It may be that the new organisation will work better, but all we have at the moment are promises on that. Undoubtedly, the system does not work and has not worked for some time. There are people who have been in the system whose medical condition and status in life have been destroyed, not by war service but by the system which was established to help them. They have been in the system sometimes for up to 11 years. Every time they get to a point where they feel they will get some justice, there is a new round of doctors to be seen, a new round of psychiatrists and a new set of dates for more medical opinions. Everybody has known for a long time that it is vitally necessary to update the system and improve it for the benefit of the people for whom it exists. In many ways, many veterans-one would think, when one goes around the annual conferences of the various organisations in Australia, that maybe the overwhelming number of veterans-feel that the system is set against them, not set up for them. It seems as though they are battling the system rather than having the system battle for them. That is essentially why the system was put in place and why it was established.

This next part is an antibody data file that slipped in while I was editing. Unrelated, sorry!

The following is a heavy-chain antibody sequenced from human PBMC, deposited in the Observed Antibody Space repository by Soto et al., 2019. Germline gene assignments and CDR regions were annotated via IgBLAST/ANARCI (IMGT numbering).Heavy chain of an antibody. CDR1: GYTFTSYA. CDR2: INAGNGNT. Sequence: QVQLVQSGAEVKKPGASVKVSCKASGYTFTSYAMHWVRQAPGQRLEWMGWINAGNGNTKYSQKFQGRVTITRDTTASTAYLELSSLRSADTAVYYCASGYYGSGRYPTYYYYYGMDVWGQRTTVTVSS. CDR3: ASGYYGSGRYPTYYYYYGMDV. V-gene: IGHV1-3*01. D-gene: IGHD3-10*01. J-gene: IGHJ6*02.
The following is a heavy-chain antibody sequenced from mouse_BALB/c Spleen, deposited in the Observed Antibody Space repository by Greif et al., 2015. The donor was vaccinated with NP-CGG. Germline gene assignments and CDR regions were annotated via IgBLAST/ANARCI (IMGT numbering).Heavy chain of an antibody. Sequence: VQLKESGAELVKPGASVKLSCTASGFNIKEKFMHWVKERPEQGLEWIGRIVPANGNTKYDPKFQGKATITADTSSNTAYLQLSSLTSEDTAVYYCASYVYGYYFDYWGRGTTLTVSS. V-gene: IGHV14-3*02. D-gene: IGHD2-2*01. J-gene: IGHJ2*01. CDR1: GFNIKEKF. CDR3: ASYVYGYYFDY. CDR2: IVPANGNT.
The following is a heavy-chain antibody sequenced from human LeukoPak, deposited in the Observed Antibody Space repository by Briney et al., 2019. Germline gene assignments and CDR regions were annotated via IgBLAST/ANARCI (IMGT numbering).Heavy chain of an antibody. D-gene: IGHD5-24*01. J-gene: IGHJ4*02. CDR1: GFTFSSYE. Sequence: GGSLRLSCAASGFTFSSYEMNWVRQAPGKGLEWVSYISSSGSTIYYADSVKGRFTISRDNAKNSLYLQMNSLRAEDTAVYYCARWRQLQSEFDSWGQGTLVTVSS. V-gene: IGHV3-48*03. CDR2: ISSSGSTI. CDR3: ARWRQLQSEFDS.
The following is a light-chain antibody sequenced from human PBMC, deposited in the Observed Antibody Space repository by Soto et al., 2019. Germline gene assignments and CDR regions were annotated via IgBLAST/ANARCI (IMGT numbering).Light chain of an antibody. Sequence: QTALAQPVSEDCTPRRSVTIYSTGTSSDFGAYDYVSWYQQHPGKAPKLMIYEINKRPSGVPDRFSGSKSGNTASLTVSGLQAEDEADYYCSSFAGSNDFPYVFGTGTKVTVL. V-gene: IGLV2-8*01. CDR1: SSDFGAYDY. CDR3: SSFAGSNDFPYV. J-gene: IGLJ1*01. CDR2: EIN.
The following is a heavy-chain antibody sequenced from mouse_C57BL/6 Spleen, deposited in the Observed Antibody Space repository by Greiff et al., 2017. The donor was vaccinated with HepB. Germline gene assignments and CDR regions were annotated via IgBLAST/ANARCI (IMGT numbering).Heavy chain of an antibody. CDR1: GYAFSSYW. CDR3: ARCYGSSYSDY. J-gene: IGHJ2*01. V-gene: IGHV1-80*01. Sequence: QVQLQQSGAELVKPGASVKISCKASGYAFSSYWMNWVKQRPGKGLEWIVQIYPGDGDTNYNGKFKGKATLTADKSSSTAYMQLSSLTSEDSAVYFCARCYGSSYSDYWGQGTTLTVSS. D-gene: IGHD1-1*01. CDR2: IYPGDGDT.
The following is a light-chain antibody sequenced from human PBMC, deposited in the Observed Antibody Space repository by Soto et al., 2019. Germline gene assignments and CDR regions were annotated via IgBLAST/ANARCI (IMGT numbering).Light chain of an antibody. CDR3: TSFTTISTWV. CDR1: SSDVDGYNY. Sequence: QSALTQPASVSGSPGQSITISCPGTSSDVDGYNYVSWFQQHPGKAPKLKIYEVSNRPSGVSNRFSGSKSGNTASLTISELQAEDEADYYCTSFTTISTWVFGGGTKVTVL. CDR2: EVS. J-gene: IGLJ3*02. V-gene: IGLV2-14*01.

What we have now is a new system based on identical process lines. Why one would believe that it will work when the old one did not I have no idea because the lines of process are identical. There are no innovative approaches to determine those. All we have is a changing of the numbers, and a moving around of bodies and giving them new names, but essentially, the operation of the system will be identical and the system will crunch the people in it in an identical fashion. However, there are ways of moving that system around. There are ways of improving the system for its clientele. It seems to me that, ultimately, when this system fails, as unfortunately I believe it will fail, those other process systems will have to be tried. Some of them have been attempted overseas and have worked well. Of course, that is absolutely no reason why they should work in Australia. But at least it may give us pause to look and consider the other types of systems that might be available to us.